Heart rate, PAP, and SAP were continuously monitored, and CBF was measured before and after the start of each protocol. Once the monitoring values were constant, the data were recorded. Because tolazoline was administered intravenously for 3 minutes, the data were recorded at the beginning and 2 minutes after administration. After the respiratory cycle was increased for HAT, each value changed gradually. Once end tidal CO2 was constant, it was considered stable. This usually occurred between 10 and 15 minutes after the start of hyperventilation. The data were therefore recorded 15 minutes after HAT. In the case of iNO, PAP began to decrease within one minute, and reached a constant level soon after. The data were therefore recorded at the start of iNO and 5 minutes later. The timing was determined in separate experiments before this study. Arterial blood gas was analysed every time data were recorded.
All statistical analyses on recorded data were performed using StatView (Version 4.5) software (Abacus Concepts, USA). All data are presented as mean (SEM). Analysis of variance (ANOVA) for repeated measurement was used to compare the effects of treatments in each group. For comparison between groups, significant differences were tested by ANOVA at each point. Significant differences were tested with a post hoc test using the Bonferroni/Dunn correction. P values of less than 0.05 were considered significant.
This investigation was approved by the subcommittee for animal research of Osaka City General Hospital.
Table 1 shows the change in haemodynamics and blood gas analysis with a low fraction of inspired oxygen in each group. During hypoxic breathing, PAP increased significantly in all groups (p<0.01) without any significant differences between groups. SAP, however, increased slightly in all groups (not significant). CBF increased significantly with significant concomitant decrease in PaO2 across all groups (p<0.01). Heart rate, PaCO2, pH, and base excess remained constant. There were no significant differences in values between each group. Although SAP was greater than PAP, pulmonary vasoconstriction occurred during hypoxia, and further experiments to measure changes in PAP, SAP, and CBF during treatment were carried out.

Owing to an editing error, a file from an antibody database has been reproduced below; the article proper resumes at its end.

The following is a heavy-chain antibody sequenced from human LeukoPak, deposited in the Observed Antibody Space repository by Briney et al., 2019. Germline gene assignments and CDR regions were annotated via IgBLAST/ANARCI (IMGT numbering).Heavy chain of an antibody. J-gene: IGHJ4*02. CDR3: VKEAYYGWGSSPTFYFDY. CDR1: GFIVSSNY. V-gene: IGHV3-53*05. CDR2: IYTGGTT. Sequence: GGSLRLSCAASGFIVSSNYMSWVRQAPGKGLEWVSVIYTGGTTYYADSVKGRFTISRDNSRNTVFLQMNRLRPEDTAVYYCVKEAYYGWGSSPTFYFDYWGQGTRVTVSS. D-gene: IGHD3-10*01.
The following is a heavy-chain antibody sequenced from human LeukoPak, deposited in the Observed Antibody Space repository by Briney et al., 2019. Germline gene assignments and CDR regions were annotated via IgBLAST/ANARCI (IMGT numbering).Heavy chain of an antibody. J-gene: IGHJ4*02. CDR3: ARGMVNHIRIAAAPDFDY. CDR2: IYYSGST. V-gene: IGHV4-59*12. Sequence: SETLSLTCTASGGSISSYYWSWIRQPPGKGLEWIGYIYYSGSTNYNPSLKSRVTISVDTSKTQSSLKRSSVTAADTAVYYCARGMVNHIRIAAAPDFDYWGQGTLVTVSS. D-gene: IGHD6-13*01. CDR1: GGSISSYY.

PAP, SAP, CBF and blood gas variables after treatment, and differences evident before and after treatment are also summarised in table 1. During treatment PAP decreased significantly in all groups (p<0.01). However, no significant difference was observed between each group. SAP decreased significantly in the Tz group (p<0.05), CBF decreased significantly in the HAT group (p<0.01). PaCO2 and pH also changed significantly in the HAT group (p<0.01). PaO2 and base excess remained constant in all groups.
iNO is reported to have a selective pulmonary vasodilatory action and no effect on systemic circulation.8-11 The long term neurological outcomes of patients with PPHN treated by iNO, however, are not yet clear. Most patients with PPHN have already had asphyxia during the perinatal period, which can damage the central nervous system. Furthermore, hypoxia due to PPHN can worsen the damage to the central nervous system. Under these conditions, the haemodynamic change in cerebral circulation during treatments must be avoided.
Before the use of iNO becomes widespread, its effects on the central nervous system need to be investigated. The effects of iNO on CBF have been reported in fetal sheep and newborn lambs.16 17 The ability to regulate CBF in proportion to haemodynamic change is age related.18 That is, the change of CBF at the time when SAP drops or PaCO2 decreases is different for term and premature infants.
Because PPHN is more common in term infants, any changes in CBF during iNO should be investigated using a neonatal model. Furthermore, pulmonary hypertension in the newborn lamb model was induced with group B streptococci.17 The mechanism by which group B streptococci induces pulmonary hypertension is somewhat different from that in PPHN. Group B streptococci infection not only induces pulmonary hypertension but also systemic hypotension. Therefore, the effect of iNO on CBF needs to be investigated using another type of PPHN model. It is also important to compare the properties of iNO with those of other treatments whose long term outcomes are already known.
Our animal model of PPHN was created using a low oxygen tension gas mixture in newborn piglets. The pulmonary artery is very sensitive to hypoxia during the neonatal period; thus PAP can easily be increased. Furthermore, the pulmonary artery is sensitive to vasodilators. Although SAP was greater than PAP, this animal model could be used to test several treatments for PPHN.